Italian Studies 215: The early modern ‘public sphere’: controlling and selling knowledge in the ‘Gutenberg Galaxy’

Instructor: Professor Diego Pirillo

This course fulfills the elective requirement for the DE in REMS.

Since its first appearance in 1962, Jürgen Habermas’s The Structural Transformation of the Public Sphere has had a wide influence on several fields and disciplines from the humanities to the social sciences. Translated into English in 1992, it has been further discussed and reappraised, opening new directions of research also with regard to the early modern period. Examining Habermas’s book and the criticism that it provoked in the last few decades (including that by Judith Butler, Charles Taylor, Cornel West), the seminar will focus on early modern Europe (with special emphasis on Italy and England), where the ‘printing revolution’ allowed information to be transformed into a commodity and provided for the emergence of a transnational ‘public sphere’, through which political affairs began to be discussed outside of the traditional centers of power. Particular attention will be given to the tension between ‘secrecy’ and ‘publicity’, between the ideology of arcana imperii and the contemporary rise of an European market for information, in which classified documents were leaked, sold and disseminated in spite of the restrictions imposed by secular and religious powers. While churches and states developed sophisticated system of censorship, they soon realized that a complete control on communication was impossible and that, at times, spreading information was a more effective weapon than suppressing it. While tracing the history of the concept of ‘public opinion’ by discussing a wide range of early modern authors (Machiavelli, Guicciardini, Sarpi, Ben Jonson, James VI/I, Hobbes and others), the seminar will also take advantage of the resources of the Bancroft Library, intertwining book history with the history of information and politics, in order to examine a selection of early modern pamphlets, newspapers and ambassadorial records and to consider the different material means of communication (print as well as manuscript) through which classified knowledge was leaked in the Ancien Régime.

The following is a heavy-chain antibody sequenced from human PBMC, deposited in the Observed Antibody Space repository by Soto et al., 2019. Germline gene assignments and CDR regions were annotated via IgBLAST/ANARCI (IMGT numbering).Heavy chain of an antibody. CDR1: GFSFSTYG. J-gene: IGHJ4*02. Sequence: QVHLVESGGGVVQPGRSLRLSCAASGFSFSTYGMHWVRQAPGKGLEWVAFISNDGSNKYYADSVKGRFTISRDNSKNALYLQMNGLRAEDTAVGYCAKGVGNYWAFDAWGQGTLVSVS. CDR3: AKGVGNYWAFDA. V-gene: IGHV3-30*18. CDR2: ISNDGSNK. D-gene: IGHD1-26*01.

Section times and locations in the Schedule of Classes